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Property division in a high-asset divorce

People in Texas who decide to divorce may realize that the financial effects of the end of a marriage can be far more long-lasting than the emotional and practical aspects of the split. Indeed, many people planning for divorce feel intense stress about how their finances will change. However, by reviewing their assets, liabilities, income and expenses, people can make a plan for their post-divorce financial future that can help to improve their peace of mind moving forward.

During the divorce process, it is important to fully establish both parties' financial assets. When a couple has significant wealth, the complexity of a high-asset divorce can come into play. Assets can include savings and checking accounts, investment funds, real estate investment trusts and similar accounts. When dividing marital assets, it is important to properly value each asset rather than simply exchanging one for the other. For example, a traditional investment account with the same amount of funds as a 401(k) may be more valuable as money can be withdrawn from it without a tax penalty. Even without penalties, distributions from a retirement fund may be subject to income taxes while taxes were already paid on the money held in a savings account or investment fund.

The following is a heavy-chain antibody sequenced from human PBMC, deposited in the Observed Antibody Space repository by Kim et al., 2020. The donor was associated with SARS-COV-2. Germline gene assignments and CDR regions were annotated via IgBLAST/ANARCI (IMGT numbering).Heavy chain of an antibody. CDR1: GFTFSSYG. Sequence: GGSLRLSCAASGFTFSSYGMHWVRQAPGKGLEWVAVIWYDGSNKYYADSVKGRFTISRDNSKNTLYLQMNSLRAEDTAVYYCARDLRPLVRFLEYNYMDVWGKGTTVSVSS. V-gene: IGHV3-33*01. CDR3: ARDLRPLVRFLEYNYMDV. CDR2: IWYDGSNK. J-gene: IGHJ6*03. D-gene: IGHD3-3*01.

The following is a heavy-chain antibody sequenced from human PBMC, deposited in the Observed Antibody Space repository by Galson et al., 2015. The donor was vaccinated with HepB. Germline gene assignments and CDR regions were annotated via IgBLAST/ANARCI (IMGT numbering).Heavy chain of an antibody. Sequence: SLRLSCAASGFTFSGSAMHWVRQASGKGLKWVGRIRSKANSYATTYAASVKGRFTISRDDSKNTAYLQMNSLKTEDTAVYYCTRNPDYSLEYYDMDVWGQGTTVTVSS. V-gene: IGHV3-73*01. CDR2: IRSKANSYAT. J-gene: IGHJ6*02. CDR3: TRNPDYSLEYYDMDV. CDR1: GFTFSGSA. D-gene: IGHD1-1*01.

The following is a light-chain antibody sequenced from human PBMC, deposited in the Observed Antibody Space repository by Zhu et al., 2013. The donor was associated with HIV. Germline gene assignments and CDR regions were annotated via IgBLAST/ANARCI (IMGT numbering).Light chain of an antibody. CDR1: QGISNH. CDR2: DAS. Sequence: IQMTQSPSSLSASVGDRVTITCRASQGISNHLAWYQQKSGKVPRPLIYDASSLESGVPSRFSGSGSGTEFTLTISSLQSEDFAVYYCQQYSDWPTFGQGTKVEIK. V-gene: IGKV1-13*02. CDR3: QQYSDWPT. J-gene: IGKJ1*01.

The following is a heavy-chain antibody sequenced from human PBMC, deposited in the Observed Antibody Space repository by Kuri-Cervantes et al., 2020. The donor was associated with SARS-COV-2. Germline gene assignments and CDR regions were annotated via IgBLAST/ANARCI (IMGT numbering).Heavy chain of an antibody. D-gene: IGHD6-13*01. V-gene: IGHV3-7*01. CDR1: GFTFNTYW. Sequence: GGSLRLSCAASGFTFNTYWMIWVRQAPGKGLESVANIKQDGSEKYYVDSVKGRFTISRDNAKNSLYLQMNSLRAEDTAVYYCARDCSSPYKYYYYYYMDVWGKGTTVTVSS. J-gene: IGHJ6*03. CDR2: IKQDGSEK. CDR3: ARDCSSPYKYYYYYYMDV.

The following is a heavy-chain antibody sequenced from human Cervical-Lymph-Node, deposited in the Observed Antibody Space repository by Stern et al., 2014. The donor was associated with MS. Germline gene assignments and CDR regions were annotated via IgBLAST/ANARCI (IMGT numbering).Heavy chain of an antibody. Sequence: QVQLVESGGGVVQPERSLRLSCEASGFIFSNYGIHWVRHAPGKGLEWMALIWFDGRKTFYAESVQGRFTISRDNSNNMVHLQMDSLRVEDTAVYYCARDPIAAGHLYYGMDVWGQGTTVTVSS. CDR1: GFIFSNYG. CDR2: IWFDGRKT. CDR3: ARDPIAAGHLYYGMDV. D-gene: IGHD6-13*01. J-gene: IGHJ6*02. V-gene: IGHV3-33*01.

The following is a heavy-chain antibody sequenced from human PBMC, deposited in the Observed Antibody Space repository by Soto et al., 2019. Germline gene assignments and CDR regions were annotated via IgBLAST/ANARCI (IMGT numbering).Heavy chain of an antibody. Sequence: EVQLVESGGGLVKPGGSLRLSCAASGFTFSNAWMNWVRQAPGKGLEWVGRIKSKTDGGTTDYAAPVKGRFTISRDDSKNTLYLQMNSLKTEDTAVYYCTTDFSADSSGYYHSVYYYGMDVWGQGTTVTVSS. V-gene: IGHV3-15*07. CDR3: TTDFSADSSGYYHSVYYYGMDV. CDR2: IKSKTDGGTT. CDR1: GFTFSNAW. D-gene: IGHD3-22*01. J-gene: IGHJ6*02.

Real estate can also be a concern. While both parties often have an emotional connection to the house, there may be a significant outstanding mortgage. If one party will retain the home, the mortgage will need to be refinanced into that person's name alone.

Additional financial issues can also be part of a divorce, from dividing up debts to dealing with past and future tax returns. A family law attorney may work with a divorcing spouse to advocate for his or her interests, protect key assets and strive to achieve a fair settlement in terms of property division and spousal support.

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